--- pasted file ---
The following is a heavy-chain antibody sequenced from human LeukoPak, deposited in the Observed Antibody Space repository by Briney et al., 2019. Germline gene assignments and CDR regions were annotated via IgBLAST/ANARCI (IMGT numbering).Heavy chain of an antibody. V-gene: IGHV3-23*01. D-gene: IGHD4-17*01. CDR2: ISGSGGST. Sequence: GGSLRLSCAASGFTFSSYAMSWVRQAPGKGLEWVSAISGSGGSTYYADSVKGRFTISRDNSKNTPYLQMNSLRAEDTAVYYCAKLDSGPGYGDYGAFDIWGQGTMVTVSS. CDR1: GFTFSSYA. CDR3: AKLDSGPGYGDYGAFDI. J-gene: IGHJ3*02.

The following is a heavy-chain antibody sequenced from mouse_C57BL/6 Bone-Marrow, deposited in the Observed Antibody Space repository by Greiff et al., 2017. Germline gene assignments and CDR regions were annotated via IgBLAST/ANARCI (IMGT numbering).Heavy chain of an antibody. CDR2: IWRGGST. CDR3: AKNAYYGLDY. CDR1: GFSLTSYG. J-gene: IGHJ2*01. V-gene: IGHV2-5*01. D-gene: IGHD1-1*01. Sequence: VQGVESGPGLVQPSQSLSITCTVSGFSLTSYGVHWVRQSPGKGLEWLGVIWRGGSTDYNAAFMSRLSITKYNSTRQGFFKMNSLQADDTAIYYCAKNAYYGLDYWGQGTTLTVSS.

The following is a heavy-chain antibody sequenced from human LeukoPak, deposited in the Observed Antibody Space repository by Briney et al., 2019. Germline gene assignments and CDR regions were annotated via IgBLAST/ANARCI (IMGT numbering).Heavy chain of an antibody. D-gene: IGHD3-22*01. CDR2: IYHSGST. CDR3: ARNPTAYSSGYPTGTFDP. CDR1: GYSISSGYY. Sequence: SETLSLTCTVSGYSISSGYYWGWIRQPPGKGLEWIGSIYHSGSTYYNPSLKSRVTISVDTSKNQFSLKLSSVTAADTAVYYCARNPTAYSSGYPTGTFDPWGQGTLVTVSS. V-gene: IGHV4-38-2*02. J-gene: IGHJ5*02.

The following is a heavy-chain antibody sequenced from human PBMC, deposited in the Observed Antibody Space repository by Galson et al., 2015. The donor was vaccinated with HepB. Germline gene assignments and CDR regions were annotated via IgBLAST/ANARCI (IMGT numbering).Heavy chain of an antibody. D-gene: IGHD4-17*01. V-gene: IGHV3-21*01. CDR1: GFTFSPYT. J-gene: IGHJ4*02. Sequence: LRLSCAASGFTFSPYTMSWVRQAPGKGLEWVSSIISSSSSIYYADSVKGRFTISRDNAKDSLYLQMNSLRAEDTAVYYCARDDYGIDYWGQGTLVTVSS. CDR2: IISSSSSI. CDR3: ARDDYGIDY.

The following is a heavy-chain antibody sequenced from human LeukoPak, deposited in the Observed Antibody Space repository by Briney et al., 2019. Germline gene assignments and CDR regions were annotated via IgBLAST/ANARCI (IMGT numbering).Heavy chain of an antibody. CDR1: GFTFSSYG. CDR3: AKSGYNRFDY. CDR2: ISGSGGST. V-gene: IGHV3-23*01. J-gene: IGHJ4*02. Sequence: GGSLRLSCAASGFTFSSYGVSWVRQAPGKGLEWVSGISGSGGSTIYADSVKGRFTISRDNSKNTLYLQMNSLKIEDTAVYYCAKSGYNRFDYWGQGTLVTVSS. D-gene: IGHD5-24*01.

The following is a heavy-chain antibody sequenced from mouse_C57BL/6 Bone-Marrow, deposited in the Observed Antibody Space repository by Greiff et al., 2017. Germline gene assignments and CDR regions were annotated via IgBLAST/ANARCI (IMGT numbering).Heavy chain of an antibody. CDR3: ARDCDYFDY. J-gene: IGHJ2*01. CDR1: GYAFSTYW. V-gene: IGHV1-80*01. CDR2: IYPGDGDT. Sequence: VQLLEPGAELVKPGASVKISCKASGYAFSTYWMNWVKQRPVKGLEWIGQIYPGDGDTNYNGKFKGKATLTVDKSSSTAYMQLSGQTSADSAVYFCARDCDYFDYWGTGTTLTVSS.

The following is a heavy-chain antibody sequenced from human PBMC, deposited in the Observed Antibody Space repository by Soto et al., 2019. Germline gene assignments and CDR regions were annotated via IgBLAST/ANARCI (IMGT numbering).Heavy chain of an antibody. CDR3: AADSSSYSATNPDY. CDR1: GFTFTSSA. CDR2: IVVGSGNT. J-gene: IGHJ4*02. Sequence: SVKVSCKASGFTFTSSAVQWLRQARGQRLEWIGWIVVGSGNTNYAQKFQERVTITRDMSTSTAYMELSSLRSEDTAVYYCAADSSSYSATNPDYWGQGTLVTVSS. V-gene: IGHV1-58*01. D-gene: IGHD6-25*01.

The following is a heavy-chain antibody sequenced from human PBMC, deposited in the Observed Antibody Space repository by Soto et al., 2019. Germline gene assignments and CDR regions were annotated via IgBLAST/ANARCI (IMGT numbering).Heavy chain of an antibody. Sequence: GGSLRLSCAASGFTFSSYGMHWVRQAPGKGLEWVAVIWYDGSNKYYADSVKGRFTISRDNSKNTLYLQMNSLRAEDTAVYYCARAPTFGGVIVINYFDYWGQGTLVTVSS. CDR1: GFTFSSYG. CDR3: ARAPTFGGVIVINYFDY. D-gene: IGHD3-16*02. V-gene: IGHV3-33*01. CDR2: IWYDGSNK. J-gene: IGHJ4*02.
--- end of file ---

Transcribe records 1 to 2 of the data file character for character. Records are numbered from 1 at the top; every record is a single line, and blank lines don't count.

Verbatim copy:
The following is a heavy-chain antibody sequenced from human LeukoPak, deposited in the Observed Antibody Space repository by Briney et al., 2019. Germline gene assignments and CDR regions were annotated via IgBLAST/ANARCI (IMGT numbering).Heavy chain of an antibody. V-gene: IGHV3-23*01. D-gene: IGHD4-17*01. CDR2: ISGSGGST. Sequence: GGSLRLSCAASGFTFSSYAMSWVRQAPGKGLEWVSAISGSGGSTYYADSVKGRFTISRDNSKNTPYLQMNSLRAEDTAVYYCAKLDSGPGYGDYGAFDIWGQGTMVTVSS. CDR1: GFTFSSYA. CDR3: AKLDSGPGYGDYGAFDI. J-gene: IGHJ3*02.

The following is a heavy-chain antibody sequenced from mouse_C57BL/6 Bone-Marrow, deposited in the Observed Antibody Space repository by Greiff et al., 2017. Germline gene assignments and CDR regions were annotated via IgBLAST/ANARCI (IMGT numbering).Heavy chain of an antibody. CDR2: IWRGGST. CDR3: AKNAYYGLDY. CDR1: GFSLTSYG. J-gene: IGHJ2*01. V-gene: IGHV2-5*01. D-gene: IGHD1-1*01. Sequence: VQGVESGPGLVQPSQSLSITCTVSGFSLTSYGVHWVRQSPGKGLEWLGVIWRGGSTDYNAAFMSRLSITKYNSTRQGFFKMNSLQADDTAIYYCAKNAYYGLDYWGQGTTLTVSS.